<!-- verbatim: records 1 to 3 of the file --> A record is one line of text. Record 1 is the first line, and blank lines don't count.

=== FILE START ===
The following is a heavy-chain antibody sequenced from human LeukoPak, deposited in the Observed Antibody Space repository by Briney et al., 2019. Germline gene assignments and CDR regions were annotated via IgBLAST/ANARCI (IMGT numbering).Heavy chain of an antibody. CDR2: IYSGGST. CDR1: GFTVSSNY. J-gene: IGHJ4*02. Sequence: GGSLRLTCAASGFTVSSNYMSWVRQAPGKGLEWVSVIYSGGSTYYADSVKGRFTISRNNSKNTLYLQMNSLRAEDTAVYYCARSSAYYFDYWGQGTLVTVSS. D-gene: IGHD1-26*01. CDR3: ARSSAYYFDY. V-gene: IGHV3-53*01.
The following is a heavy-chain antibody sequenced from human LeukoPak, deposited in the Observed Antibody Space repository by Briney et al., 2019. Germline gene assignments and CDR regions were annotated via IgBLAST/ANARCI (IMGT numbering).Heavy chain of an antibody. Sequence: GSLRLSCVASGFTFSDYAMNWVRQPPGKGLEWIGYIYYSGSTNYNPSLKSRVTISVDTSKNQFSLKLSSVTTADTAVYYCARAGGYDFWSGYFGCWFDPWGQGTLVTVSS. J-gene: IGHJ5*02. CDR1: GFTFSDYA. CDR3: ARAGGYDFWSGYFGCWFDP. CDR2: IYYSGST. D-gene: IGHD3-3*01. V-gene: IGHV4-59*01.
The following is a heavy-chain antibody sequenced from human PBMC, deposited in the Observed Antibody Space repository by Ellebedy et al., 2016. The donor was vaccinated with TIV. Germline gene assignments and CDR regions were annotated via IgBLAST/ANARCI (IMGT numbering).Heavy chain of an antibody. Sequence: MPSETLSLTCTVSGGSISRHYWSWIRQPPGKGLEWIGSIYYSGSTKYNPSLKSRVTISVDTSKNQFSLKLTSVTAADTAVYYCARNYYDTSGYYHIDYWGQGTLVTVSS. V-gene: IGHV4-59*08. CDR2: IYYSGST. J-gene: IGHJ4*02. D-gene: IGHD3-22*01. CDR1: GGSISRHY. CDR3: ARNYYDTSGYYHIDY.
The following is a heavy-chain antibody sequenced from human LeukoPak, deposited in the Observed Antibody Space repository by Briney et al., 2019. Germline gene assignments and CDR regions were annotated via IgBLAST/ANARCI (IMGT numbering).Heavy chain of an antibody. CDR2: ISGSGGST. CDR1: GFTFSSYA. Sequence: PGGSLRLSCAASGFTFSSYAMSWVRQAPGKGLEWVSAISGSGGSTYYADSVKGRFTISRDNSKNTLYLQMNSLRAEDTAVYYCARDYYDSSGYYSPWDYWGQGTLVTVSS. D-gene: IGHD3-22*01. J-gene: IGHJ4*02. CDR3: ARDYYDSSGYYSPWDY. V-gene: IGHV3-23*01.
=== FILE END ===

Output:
The following is a heavy-chain antibody sequenced from human LeukoPak, deposited in the Observed Antibody Space repository by Briney et al., 2019. Germline gene assignments and CDR regions were annotated via IgBLAST/ANARCI (IMGT numbering).Heavy chain of an antibody. CDR2: IYSGGST. CDR1: GFTVSSNY. J-gene: IGHJ4*02. Sequence: GGSLRLTCAASGFTVSSNYMSWVRQAPGKGLEWVSVIYSGGSTYYADSVKGRFTISRNNSKNTLYLQMNSLRAEDTAVYYCARSSAYYFDYWGQGTLVTVSS. D-gene: IGHD1-26*01. CDR3: ARSSAYYFDY. V-gene: IGHV3-53*01.
The following is a heavy-chain antibody sequenced from human LeukoPak, deposited in the Observed Antibody Space repository by Briney et al., 2019. Germline gene assignments and CDR regions were annotated via IgBLAST/ANARCI (IMGT numbering).Heavy chain of an antibody. Sequence: GSLRLSCVASGFTFSDYAMNWVRQPPGKGLEWIGYIYYSGSTNYNPSLKSRVTISVDTSKNQFSLKLSSVTTADTAVYYCARAGGYDFWSGYFGCWFDPWGQGTLVTVSS. J-gene: IGHJ5*02. CDR1: GFTFSDYA. CDR3: ARAGGYDFWSGYFGCWFDP. CDR2: IYYSGST. D-gene: IGHD3-3*01. V-gene: IGHV4-59*01.
The following is a heavy-chain antibody sequenced from human PBMC, deposited in the Observed Antibody Space repository by Ellebedy et al., 2016. The donor was vaccinated with TIV. Germline gene assignments and CDR regions were annotated via IgBLAST/ANARCI (IMGT numbering).Heavy chain of an antibody. Sequence: MPSETLSLTCTVSGGSISRHYWSWIRQPPGKGLEWIGSIYYSGSTKYNPSLKSRVTISVDTSKNQFSLKLTSVTAADTAVYYCARNYYDTSGYYHIDYWGQGTLVTVSS. V-gene: IGHV4-59*08. CDR2: IYYSGST. J-gene: IGHJ4*02. D-gene: IGHD3-22*01. CDR1: GGSISRHY. CDR3: ARNYYDTSGYYHIDY.